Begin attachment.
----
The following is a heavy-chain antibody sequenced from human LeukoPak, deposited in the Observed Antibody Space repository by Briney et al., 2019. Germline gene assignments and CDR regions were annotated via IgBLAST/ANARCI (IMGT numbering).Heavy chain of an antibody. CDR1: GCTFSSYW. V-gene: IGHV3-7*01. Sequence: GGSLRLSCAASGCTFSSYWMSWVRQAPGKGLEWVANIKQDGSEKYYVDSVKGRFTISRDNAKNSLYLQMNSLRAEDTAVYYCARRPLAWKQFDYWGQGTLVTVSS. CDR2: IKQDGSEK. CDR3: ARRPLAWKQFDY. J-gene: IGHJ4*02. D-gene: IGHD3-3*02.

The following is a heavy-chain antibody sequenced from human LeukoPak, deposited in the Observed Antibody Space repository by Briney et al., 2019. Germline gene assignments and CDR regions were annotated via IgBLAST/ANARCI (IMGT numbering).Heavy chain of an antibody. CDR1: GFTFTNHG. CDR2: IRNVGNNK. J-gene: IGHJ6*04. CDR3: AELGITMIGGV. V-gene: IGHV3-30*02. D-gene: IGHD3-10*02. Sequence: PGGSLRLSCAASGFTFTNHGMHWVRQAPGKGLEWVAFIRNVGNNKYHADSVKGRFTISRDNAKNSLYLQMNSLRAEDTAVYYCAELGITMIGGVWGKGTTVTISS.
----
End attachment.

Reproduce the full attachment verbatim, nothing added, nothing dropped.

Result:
The following is a heavy-chain antibody sequenced from human LeukoPak, deposited in the Observed Antibody Space repository by Briney et al., 2019. Germline gene assignments and CDR regions were annotated via IgBLAST/ANARCI (IMGT numbering).Heavy chain of an antibody. CDR1: GCTFSSYW. V-gene: IGHV3-7*01. Sequence: GGSLRLSCAASGCTFSSYWMSWVRQAPGKGLEWVANIKQDGSEKYYVDSVKGRFTISRDNAKNSLYLQMNSLRAEDTAVYYCARRPLAWKQFDYWGQGTLVTVSS. CDR2: IKQDGSEK. CDR3: ARRPLAWKQFDY. J-gene: IGHJ4*02. D-gene: IGHD3-3*02.

The following is a heavy-chain antibody sequenced from human LeukoPak, deposited in the Observed Antibody Space repository by Briney et al., 2019. Germline gene assignments and CDR regions were annotated via IgBLAST/ANARCI (IMGT numbering).Heavy chain of an antibody. CDR1: GFTFTNHG. CDR2: IRNVGNNK. J-gene: IGHJ6*04. CDR3: AELGITMIGGV. V-gene: IGHV3-30*02. D-gene: IGHD3-10*02. Sequence: PGGSLRLSCAASGFTFTNHGMHWVRQAPGKGLEWVAFIRNVGNNKYHADSVKGRFTISRDNAKNSLYLQMNSLRAEDTAVYYCAELGITMIGGVWGKGTTVTISS.